The world's population isn't getting any younger — in fact, there are more people over 60 than ever before, and that figure's going nowhere but up. According to the World Health Association, the percentage of the world's elderly population will rise from 12% to 22%, to around 426 million people.
With aging, inevitably, comes an increase in health problems, and the associated toll it can take on both the patient and the healthcare system seeking to support them. Because the average lifespan is also longer than ever, thanks in part to advances in medical technology, there will soon be more and more aging patients needing care, whether it be rehabilitation, treatment of diseases, dealing with disabilities, or palliative care.
One thing making the lives of older patients easier — as well as reducing some of the strain put on the healthcare system — is the slew of advances in medical technology. Not only are these technologies keeping people alive longer and mitigating the need for more healthcare personnel, but they're also helping to make the experience of aging easier and more comfortable.
Here are just a few of the ways healthcare technology is being used to help ease some of the detrimental effects of aging.
Medication apps and pill dispensers
We already have busy, distracting lives, and the forgetfulness that often comes with aging can often make it worse. It's not uncommon for aging folk to forget to take their medication on time, or, even worse, accidentally double up or take the wrong pills. Fortunately, there is a wide variety of health and medication apps that can help make this process easier. There are even automated pill dispensers which can simplify the process even further.
Telemedicine has developed significantly since the beginning of the COVID-19 pandemic, and has become more widely accepted than ever. Telemedicine is a blanket term for technologies that help patients get health care services over the internet, without the need to travel. This might entail video conferencing, an app or website to give or receive medical information, and so on.
Home monitoring devices for patient vitals.
One particular aspect of telemedicine that's particularly useful to aging patients is home monitoring technology. Using simple devices, often wearables, a patient can automatically send important vital signs to their healthcare provider constantly. This can be useful for patients who have a serious or unpredictable diagnosis, since the monitors can detect changes in things like blood pressure, oxygenation, heart rate, etc. before more serious physical symptoms manifest. This both offers peace of mind and reduces the need for hospital visits.
We've all heard of Fitbits, wearable devices useful for people who want to stay healthy, especially as they age. In fact, one of the first wearable technologies was built for senior citizens: the Lifeline call button, of "I've fallen and I can't get up" fame. But the majority of smartwatches and fitness bands aren't typically used by senior citizens. There are, however, new technologies being developed that will appeal much more to aging users: wearables with apps for detecting falls, calling for help automatically from anywhere, and easier communications, on top of the health monitoring and reminder capabilities already offered by more traditional wearable devices.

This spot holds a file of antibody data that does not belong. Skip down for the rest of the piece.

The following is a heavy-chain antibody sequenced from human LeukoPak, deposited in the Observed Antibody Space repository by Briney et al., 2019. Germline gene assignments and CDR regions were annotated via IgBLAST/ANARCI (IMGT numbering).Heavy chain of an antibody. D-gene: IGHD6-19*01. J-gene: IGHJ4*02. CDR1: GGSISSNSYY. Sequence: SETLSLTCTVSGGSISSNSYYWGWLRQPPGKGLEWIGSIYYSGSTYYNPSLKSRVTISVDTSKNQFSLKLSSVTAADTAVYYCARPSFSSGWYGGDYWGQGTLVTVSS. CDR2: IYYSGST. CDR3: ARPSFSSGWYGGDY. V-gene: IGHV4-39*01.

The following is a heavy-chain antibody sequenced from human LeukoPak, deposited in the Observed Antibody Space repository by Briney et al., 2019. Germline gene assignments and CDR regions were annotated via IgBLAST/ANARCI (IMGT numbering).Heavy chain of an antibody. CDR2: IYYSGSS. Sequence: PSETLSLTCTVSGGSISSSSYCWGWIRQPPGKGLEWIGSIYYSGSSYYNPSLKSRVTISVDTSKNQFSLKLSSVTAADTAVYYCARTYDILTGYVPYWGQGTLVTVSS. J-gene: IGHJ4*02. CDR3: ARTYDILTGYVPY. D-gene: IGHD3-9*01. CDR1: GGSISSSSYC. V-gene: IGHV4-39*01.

Although they're not strictly related, there are other technologies that can nonetheless help aging people stay safe and healthy. Technologies like automated lights, alarms, video doorbells and security cameras can provide some extra protection, especially for older people who are living alone. These can also be a vital part of making a care plan, as relatives who can't be there in person can be assured their parents or grandparents are being looked after as well as possible. This will become increasingly important in the future, as the population ages and more and more individuals are choosing to remain in their homes in their later years, rather than going to an assisted care facility of some kind.
Challenges and Obstacles
While adoption of healthcare technology has taken huge strides in recent years, there are still some challenges to be overcome.
For one, there is a shortage of qualified leaders in the healthcare industry, such as graduates with a degree in adult-gerontology doctorate of nursing practice. Because career nurses work closely with patients, they are in the best position to take leadership and advocacy roles going forward.
There is also a need for accessible and effective education on health care technologies, especially for seniors who might be resistant to adopting new technologies and ideas later in their lives. Keeping patients informed and educated will be vital to further adoption of healthcare technologies.
Technology has long impacted every facet of our lives, and healthcare technology is only going to get more widespread, accessible, and personalized as technology advances. Devices will get more sophisticated while being easier and more intuitive to use, and the adoption of this tech will help make plenty of aging Americans, safer, happier, and healthier.